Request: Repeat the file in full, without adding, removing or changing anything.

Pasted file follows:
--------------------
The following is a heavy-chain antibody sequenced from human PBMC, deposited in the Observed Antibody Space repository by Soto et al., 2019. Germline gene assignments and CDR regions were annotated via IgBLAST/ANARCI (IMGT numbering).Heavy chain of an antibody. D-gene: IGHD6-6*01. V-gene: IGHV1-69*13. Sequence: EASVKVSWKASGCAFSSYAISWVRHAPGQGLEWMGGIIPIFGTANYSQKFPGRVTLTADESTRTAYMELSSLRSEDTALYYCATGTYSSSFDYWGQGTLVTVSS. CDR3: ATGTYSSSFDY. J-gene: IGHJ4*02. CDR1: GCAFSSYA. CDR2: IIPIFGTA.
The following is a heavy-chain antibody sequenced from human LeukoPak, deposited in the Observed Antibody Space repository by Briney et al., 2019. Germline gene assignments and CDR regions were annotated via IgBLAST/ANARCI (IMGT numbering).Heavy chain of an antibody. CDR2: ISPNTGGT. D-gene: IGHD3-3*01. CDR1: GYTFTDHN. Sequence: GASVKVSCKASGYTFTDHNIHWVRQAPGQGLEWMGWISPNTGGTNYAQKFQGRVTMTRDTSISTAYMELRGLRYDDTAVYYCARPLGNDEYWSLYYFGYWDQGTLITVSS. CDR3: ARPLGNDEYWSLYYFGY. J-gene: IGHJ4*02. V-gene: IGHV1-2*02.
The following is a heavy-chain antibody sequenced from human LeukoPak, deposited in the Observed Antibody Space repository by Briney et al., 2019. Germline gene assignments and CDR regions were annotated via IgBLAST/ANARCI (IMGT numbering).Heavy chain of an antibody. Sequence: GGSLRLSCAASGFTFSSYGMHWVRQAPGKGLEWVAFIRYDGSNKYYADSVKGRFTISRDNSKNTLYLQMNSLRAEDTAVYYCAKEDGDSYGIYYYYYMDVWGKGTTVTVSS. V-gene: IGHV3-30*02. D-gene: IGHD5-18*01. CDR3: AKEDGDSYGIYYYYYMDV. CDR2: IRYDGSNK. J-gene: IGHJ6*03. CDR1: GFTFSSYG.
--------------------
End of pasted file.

The following is a heavy-chain antibody sequenced from human PBMC, deposited in the Observed Antibody Space repository by Soto et al., 2019. Germline gene assignments and CDR regions were annotated via IgBLAST/ANARCI (IMGT numbering).Heavy chain of an antibody. D-gene: IGHD6-6*01. V-gene: IGHV1-69*13. Sequence: EASVKVSWKASGCAFSSYAISWVRHAPGQGLEWMGGIIPIFGTANYSQKFPGRVTLTADESTRTAYMELSSLRSEDTALYYCATGTYSSSFDYWGQGTLVTVSS. CDR3: ATGTYSSSFDY. J-gene: IGHJ4*02. CDR1: GCAFSSYA. CDR2: IIPIFGTA.
The following is a heavy-chain antibody sequenced from human LeukoPak, deposited in the Observed Antibody Space repository by Briney et al., 2019. Germline gene assignments and CDR regions were annotated via IgBLAST/ANARCI (IMGT numbering).Heavy chain of an antibody. CDR2: ISPNTGGT. D-gene: IGHD3-3*01. CDR1: GYTFTDHN. Sequence: GASVKVSCKASGYTFTDHNIHWVRQAPGQGLEWMGWISPNTGGTNYAQKFQGRVTMTRDTSISTAYMELRGLRYDDTAVYYCARPLGNDEYWSLYYFGYWDQGTLITVSS. CDR3: ARPLGNDEYWSLYYFGY. J-gene: IGHJ4*02. V-gene: IGHV1-2*02.
The following is a heavy-chain antibody sequenced from human LeukoPak, deposited in the Observed Antibody Space repository by Briney et al., 2019. Germline gene assignments and CDR regions were annotated via IgBLAST/ANARCI (IMGT numbering).Heavy chain of an antibody. Sequence: GGSLRLSCAASGFTFSSYGMHWVRQAPGKGLEWVAFIRYDGSNKYYADSVKGRFTISRDNSKNTLYLQMNSLRAEDTAVYYCAKEDGDSYGIYYYYYMDVWGKGTTVTVSS. V-gene: IGHV3-30*02. D-gene: IGHD5-18*01. CDR3: AKEDGDSYGIYYYYYMDV. CDR2: IRYDGSNK. J-gene: IGHJ6*03. CDR1: GFTFSSYG.